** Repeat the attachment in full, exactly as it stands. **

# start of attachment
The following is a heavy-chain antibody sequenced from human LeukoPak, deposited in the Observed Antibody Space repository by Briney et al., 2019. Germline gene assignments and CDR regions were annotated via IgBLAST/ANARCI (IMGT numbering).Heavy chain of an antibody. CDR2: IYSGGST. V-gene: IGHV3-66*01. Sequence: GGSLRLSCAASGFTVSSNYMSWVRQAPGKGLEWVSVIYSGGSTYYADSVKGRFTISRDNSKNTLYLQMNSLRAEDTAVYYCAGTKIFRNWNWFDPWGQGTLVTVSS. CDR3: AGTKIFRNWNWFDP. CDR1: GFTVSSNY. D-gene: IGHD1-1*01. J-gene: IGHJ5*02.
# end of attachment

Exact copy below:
The following is a heavy-chain antibody sequenced from human LeukoPak, deposited in the Observed Antibody Space repository by Briney et al., 2019. Germline gene assignments and CDR regions were annotated via IgBLAST/ANARCI (IMGT numbering).Heavy chain of an antibody. CDR2: IYSGGST. V-gene: IGHV3-66*01. Sequence: GGSLRLSCAASGFTVSSNYMSWVRQAPGKGLEWVSVIYSGGSTYYADSVKGRFTISRDNSKNTLYLQMNSLRAEDTAVYYCAGTKIFRNWNWFDPWGQGTLVTVSS. CDR3: AGTKIFRNWNWFDP. CDR1: GFTVSSNY. D-gene: IGHD1-1*01. J-gene: IGHJ5*02.